Floyd, Harold William (1972). A Study of Student Rights and School Authority with Regard to Long-Term Suspensions. The specific objectives of this study were to survey the implementation at Las Cruces High School, New Mexico, of an appeal board through which students may appeal suspension recommendations of over 5 days; to review the issues behind the student rights movement; to define and evaluate the invariant structure of authority in the school; to evaluate the attitudes of students, parents, and teachers regarding the "new due process"; and to establish or disestablish validity for the hearing board. Questionnaires were distributed to teachers, students, and parents of students at Las Cruces High School. The answers for the various subgroups were calculated into percentages and categorized, according to the 8 questionnaire items, into 3 or 4 possible answers. Major findings were that analysis of student rights, due process, and administrative procedures cannot be made apart from analysis of institutional goals with regard to student offenders and that the majority of respondents value responsibility to the school.   [More]  Descriptors: Attitude Change, Authoritarianism, Civil Rights, Community Attitudes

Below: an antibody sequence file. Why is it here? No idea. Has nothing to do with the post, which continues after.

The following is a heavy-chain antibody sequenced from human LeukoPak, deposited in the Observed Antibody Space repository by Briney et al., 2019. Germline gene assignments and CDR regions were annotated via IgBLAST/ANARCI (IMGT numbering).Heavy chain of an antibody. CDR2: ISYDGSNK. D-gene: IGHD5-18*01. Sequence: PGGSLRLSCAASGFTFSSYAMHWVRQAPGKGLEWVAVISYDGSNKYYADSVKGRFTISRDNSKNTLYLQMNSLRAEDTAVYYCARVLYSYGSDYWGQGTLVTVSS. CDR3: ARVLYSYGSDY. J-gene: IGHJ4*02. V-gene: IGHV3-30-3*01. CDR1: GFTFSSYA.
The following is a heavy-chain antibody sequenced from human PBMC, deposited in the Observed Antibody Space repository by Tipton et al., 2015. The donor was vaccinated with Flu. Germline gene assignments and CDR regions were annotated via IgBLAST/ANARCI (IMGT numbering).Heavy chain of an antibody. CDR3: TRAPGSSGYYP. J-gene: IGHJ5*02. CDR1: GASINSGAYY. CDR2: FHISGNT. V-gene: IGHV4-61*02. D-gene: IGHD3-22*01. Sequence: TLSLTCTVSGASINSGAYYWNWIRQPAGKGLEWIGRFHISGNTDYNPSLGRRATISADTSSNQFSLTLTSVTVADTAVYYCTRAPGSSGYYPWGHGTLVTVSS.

Wilson, Alfred P.; Moon, Edward L. (1972). Valuing Employee Benefits by Teachers of Small Schools. The primary focus of this study was to report the value that teachers in small schools placed on employee benefits. The Employee Benefits Questionnaire, an attitude measuring instrument, was sent to 266 teachers representing 19% of the school districts in New Mexico. From the 79.9% response, respondents were found to be about 59% tenured, 34% male, and approximately 50% elementary teachers. The results indicated that of the 51 items included in the questionnaire, 11 were ranked 3 or more rankings apart. It was further indicated that the differences which existed between tenured and non-tenured, male and female, and elementary and secondary teachers were so small that the groups seemed to be homogeneous. The top 3 benefits, as evidenced by teacher response to this questionnaire, were freedom to determine teaching methods, small student-teacher ratio, and accumulative sick leave.   [More]  Descriptors: Elementary School Teachers, Employee Attitudes, Fringe Benefits, Secondary School Teachers